Italy’s Political Uncertainty Impacts Global Markets

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Europe is a tale of two markets: the peripheral economies — Spain, Portugal, Italy and Greece — have total debt around 100% of GDP and those with much stronger economic fundamentals such as Germany

There once was a time when Italian politics led the market to a collective yawn. After all, since 1946 the Italian Republic has had more than 40 prime ministers and governments. That has changed quickly, as a populist coalition grabbing for the reins. The leftist Five Star and rightist Lega have come together over a program of tax cuts, spending increases, and Euroscepticism. Having been foiled to form a government, the risk of a strengthened mandate in a September election appears to be the leading outcome right now.

In the case of Italy, where is the growth? From 1961 to 1996, Italian Real GDP grew by an average 3.4% per annum; since then to the present, the average is just 0.5% and the country has just once beat that 3.4% prior average growth rate. Once one of Europe’s most dynamic economies, Italy has become one of the more sluggish. With the monetary lever taken from the hands of the authorities, it is no surprise that both left and right have turned to an aggressive fiscal policy (and against immigration). Here Italy again comes into conflict with the larger EU (read: Germany) opinion. The situation is quite serious, with Europe likely to try to push the Italian populists to back away from their fiscal platform. The most likely outcome at this point is a September election, effectively dragging the uncertainty out and out and out.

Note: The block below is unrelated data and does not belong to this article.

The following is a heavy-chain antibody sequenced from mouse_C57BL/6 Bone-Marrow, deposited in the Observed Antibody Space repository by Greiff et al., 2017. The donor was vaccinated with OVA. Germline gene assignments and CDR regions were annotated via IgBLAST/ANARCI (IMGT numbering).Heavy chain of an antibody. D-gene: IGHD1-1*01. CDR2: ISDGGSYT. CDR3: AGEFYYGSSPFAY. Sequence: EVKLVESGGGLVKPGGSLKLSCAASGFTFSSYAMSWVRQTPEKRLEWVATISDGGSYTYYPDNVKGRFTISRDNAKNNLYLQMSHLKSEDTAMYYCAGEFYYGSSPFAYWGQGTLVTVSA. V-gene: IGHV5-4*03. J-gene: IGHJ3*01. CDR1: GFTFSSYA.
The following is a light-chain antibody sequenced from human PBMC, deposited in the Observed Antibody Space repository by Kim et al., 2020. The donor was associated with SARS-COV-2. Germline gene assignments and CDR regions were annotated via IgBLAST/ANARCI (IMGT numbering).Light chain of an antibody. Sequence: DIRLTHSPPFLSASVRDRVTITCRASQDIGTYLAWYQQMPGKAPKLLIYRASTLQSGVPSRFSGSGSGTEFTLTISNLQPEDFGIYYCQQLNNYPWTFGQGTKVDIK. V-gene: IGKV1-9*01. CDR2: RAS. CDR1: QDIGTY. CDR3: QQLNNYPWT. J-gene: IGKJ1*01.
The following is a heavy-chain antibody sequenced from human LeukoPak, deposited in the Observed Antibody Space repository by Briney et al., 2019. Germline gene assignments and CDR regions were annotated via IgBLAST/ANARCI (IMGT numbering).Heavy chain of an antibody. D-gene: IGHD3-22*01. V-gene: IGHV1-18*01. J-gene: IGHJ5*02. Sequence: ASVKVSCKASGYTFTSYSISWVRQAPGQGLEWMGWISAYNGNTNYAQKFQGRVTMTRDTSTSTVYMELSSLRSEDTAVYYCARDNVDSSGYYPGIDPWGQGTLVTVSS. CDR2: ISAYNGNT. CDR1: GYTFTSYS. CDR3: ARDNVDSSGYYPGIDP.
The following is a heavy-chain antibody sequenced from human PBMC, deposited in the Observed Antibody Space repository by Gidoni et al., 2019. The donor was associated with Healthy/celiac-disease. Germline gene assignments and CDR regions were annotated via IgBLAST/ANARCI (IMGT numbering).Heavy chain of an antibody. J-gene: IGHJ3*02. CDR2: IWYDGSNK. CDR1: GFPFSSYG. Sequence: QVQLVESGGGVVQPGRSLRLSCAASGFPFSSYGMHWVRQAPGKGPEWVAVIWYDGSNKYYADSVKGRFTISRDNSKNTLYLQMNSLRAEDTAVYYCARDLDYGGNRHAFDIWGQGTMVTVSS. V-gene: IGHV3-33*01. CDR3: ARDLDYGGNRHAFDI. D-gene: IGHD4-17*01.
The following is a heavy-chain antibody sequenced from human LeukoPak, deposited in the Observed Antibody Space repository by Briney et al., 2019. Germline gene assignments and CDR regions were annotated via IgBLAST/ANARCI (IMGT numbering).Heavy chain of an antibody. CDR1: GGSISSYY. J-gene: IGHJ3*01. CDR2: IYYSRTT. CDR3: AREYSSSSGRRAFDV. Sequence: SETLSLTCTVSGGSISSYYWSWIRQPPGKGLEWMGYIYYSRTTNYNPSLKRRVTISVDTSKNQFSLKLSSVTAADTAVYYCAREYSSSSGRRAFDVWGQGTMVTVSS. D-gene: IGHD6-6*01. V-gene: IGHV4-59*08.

I expect the next few weeks will likely continue to favor safe-haven assets like the USD and Treasurys, and a fourth Fed hike to be marked down even further. In the end, I expect that there will be a solid snap back based on global growth remaining strong. However, there will be some unpleasant days in the interim. For more information on 'Eurozone Markets', please check out page 52 of the Global Perspectives book. - Special Guest Blogger: Tim Kearney, PhD

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